Lawmakers Urge Congress to Extend Child Care Funding
WASHINGTON — With just days left to pass a short-term funding bill, a group of lawmakers urged their colleagues on Wednesday to ensure an extension of federal child care funding, due to expire at the end of the month, is part of any spending deal they reach.
The vehicle for the extension, the Child Care Stabilization Act, was introduced by Sens. Patty Murray, D-Wash., and Bernie Sanders, I-Vt., Wednesday morning.
A companion bill was introduced in the House by Democratic Whip Katherine Clark, D-Mass., and Reps. Rosa DeLauro, D-Conn., Bobby Scott, D-Va., Suzanne Bonamici, D-Ore., Mikie Sherrill, D-N.J., Sara Jacobs, D-Calif., Jimmy Gomez, D-Calif., and Jamaal Bowman, D-N.Y.
“Ask any parent, any provider or any business in just about any part of this country and they will tell you, we have a child care crisis in America, and that crisis could soon go from bad to worse as essential relief for the sector expires at the end of this month,” Murray said during a press conference outside the Capitol.
During the pandemic, Congress provided $24 billion in emergency support to prevent child care facilities from closing up shop and families from losing their child care spots.
That aid, Murray and others said, kept 220,000 child care providers afloat and saved child care slots for up to 10 million kids nationwide.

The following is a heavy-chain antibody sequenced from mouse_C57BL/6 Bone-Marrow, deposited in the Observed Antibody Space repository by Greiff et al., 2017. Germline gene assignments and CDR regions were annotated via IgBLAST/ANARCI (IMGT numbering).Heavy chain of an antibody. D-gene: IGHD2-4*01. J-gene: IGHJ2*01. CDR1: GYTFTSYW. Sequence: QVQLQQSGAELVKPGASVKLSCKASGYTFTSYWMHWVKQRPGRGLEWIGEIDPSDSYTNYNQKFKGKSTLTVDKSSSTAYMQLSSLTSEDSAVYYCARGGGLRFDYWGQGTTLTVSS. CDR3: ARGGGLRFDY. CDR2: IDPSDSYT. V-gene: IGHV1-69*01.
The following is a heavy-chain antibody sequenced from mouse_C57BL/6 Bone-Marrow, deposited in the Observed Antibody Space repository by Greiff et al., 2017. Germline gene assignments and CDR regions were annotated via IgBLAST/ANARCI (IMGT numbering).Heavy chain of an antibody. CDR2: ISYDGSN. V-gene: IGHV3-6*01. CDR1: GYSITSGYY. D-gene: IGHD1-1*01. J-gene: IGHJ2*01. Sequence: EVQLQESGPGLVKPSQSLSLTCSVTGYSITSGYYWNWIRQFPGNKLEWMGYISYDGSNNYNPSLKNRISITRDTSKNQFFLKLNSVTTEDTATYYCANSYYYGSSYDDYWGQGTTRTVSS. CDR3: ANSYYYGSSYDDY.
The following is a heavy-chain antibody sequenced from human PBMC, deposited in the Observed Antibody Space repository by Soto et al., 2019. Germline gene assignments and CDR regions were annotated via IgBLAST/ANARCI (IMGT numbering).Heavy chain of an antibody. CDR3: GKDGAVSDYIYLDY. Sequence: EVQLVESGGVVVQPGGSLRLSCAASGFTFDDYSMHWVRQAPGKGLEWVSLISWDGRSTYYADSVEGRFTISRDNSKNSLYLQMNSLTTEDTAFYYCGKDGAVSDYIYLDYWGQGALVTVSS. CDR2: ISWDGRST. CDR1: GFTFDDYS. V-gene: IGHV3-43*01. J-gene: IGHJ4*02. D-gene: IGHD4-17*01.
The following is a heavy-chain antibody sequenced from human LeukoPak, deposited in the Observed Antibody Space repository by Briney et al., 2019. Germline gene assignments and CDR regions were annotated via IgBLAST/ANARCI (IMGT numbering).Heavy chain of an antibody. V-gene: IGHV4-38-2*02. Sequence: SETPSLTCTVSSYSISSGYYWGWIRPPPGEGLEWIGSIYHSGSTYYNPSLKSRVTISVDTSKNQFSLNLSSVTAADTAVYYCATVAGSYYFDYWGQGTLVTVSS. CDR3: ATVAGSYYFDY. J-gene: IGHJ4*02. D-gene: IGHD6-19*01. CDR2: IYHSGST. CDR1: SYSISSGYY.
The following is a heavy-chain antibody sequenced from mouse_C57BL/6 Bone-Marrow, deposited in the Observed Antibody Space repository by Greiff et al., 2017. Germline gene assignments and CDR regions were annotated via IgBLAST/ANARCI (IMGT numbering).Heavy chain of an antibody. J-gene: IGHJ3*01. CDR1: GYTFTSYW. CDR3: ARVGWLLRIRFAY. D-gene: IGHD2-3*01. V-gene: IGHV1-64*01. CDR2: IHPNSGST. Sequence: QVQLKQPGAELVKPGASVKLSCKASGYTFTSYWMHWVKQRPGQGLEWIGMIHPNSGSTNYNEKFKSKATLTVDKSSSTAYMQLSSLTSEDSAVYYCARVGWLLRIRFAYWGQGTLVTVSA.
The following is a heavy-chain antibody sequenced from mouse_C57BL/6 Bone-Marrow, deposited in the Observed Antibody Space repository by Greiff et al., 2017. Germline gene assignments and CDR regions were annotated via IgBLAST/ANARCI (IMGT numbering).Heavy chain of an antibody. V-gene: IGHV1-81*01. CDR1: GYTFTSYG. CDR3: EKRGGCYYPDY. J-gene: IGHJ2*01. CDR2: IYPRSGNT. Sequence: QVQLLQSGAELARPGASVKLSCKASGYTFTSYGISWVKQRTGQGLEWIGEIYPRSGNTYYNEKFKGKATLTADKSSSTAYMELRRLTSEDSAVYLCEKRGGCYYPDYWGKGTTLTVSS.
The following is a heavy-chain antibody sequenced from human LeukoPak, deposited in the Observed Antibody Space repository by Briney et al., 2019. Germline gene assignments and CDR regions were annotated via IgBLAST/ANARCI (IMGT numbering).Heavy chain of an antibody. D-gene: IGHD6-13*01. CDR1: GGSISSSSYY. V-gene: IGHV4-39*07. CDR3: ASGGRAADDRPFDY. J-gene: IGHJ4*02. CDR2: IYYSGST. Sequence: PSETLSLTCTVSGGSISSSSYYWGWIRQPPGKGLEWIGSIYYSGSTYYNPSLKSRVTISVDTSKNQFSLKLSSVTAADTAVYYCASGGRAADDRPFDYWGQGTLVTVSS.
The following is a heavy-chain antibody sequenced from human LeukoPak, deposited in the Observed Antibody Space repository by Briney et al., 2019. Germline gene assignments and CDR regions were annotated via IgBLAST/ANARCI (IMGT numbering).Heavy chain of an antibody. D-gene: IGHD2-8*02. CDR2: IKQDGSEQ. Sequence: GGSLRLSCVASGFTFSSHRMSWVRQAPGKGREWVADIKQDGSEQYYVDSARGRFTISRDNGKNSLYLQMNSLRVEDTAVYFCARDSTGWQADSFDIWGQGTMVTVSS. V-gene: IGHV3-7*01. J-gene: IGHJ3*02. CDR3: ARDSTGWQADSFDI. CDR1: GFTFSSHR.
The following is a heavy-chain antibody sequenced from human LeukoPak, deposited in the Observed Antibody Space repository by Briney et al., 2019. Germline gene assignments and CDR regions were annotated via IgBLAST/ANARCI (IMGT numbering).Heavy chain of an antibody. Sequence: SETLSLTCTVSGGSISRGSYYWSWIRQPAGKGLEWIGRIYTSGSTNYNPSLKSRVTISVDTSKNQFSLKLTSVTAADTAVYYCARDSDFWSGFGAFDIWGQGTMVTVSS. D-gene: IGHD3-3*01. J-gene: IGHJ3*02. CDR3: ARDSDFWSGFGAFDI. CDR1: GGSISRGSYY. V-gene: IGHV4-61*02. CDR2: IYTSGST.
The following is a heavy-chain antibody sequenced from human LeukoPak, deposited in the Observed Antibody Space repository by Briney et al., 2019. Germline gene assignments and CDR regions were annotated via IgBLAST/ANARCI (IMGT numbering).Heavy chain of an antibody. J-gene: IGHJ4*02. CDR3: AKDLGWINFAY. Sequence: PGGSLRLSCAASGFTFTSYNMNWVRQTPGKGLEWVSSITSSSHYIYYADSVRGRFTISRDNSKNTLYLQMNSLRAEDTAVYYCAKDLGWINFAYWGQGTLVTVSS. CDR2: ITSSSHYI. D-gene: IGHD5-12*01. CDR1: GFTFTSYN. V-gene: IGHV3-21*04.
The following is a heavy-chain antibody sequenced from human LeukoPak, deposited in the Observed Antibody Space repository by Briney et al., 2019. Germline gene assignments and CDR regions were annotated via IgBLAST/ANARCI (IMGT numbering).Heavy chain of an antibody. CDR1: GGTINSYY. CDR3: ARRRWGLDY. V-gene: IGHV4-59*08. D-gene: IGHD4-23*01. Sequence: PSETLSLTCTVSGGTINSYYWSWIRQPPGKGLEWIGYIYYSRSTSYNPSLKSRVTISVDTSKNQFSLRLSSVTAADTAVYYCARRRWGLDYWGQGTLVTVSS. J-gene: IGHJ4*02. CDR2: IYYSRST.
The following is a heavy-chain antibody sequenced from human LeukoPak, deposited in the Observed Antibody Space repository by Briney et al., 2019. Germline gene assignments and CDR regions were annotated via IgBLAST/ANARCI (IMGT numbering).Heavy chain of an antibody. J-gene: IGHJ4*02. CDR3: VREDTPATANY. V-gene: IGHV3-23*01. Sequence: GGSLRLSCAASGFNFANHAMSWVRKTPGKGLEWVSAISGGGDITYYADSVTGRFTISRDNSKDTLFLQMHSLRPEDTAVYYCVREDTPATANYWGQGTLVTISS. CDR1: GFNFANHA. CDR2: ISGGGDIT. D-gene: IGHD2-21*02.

The Child Care Stabilization Act would provide $16 billion in mandatory funding each year for the next five years to continue the program.
“We are here today to sound the alarm and put forward a commonsense solution,” Murray said.
“We invest in roads to make sure people can get to work. We have to invest in child care, too,” she said, saying the alternative would be forcing parents to pay more for any child care they could find or forcing them to leave their jobs to take care of their kids.
She estimated that such an outcome would cost American families some $9 billion in earnings and the nation more than $10 billion in economic activity.
“There’s just no reason to let that happen,” Murray said.
“In the richest country in the history of the world, we can and we must make sure that every kid in America has access to high-quality, affordable child care,” he said. “If we can afford to spend over $1 trillion on tax breaks for the top 1% and large corporations making record-breaking profits, we can afford to provide working-class families with the child care they desperately need.”
A recent analysis from The Century Foundation, a progressive think tank headquartered in New York, said that if Congress does not provide additional funding for the nation’s child care sector, more than 70,000 child care programs — one-third of those supported by stabilization funding — could close, causing approximately 3.2 million children to lose their child care spots and jeopardizing jobs for 232,000 child care workers.
The economic impact Murray described was based on the foundation’s report.
The companion bills currently have 35 co-sponsors in the Senate and 78 co-sponsors in the House.
The Child Care Stabilization Act has also been endorsed by nearly two dozen organizations, including the National Women’s Law Center, the Center for Law and Social Policy, the Children’s Defense Fund, Save the Children, the American Federation of Teachers, the National Association for Family Child Care, the American Federation of State, County and Municipal Employees, AFL-CIO, Prevent Child Abuse America and the United Parent Leaders Action Network.